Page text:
To a non-tech mind, it does not sound possible that some users can be blocked from accessing news content in any part of the world. But the question is: is it really possible?
As a tech enthusiast, one might argue from the angle that if a user's IP address can be masked out then that user is literally blocked.
That is to say if an IP address suffices for this feature.
However, from the Google perspective, it appears very possible.
This is because Google has recently launched tests that block access to news content for some users in Canada in response to the Canadian government’s online news bill.
Bill C-18, or the Online News Act, would require platforms like Facebook and Google to negotiate deals that would pay news publishers for their content.
The bill is currently before the Canadian Senate for debate.
These tests will, however, only impact “a small percentage” of Canadian users.
They will also limit the visibility of Canadian and international news and affect all types of news content.
“We’re briefly testing potential product responses to Bill C-18 that impact a very small percentage of Canadian users,” a spokesperson for the company told TechCrunch in an email.
"We run thousands of tests each year to assess any potential changes to Search.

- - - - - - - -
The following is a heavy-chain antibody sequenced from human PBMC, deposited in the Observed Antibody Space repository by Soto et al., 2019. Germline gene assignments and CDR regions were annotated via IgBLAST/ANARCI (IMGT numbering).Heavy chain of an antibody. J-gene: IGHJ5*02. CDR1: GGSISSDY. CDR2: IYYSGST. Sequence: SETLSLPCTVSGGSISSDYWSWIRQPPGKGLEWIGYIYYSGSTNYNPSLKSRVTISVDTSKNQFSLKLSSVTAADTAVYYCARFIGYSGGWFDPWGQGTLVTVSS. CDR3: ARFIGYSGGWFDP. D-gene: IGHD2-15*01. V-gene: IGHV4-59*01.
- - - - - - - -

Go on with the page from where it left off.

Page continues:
"We’ve been fully transparent about our concern that C-18 is overly broad and, if unchanged, could impact products Canadians use and rely on every day.
"We remain committed to supporting a sustainable future for news in Canada and offering solutions that fix Bill C-18.”
Canadian Heritage Minister Pablo Rodriguez said on Twitter that Canadians won’t be intimidated by the tests and that tech giants need to be more transparent and accountable.
Last year, Facebook threatened to block the sharing of Canadian news content unless the government amended legislation that would force digital platforms to pay news publishers.
In 2021, Facebook briefly restricted users in Australia from sharing or viewing news links on the platform due to similar legislation.
Google is now borrowing from the Meta-owned company’s playbook.
The move from Google doesn’t mark the first time that the company has opposed Canadian legislation.
Last year, Google expressed concerns with Bill C-11, or the Online Streaming Act.
The bill would force platforms like Google-owned YouTube to feature Canadian content.
Google argued that the bill would negatively affect creators and viewers, and limit content discoverability.
The Canadian Senate recently passed the bill with dozens of amendments, and it will be reviewed by the House of Commons.
A few months ago, U.S. Trade Representative Katherine Tai issued a statement noting that the online news and streaming bills discriminate against American businesses.
The U.S. government has also raised concerns about the trade implications of the bills.
NCR Nigeria PLC was incorporated in Nigeria under the Companies and Allied Matte...LEARN MORE
On May 16, 2001, MTN became the first GSM network to make a call following the g...LEARN MORE
Chams PLC is Nigeria’s leading provider of integrated identity management ...LEARN MORE
CWG Plc, formerly Computer Warehouse Group Plc was founded in 26 September 1991,...LEARN MORE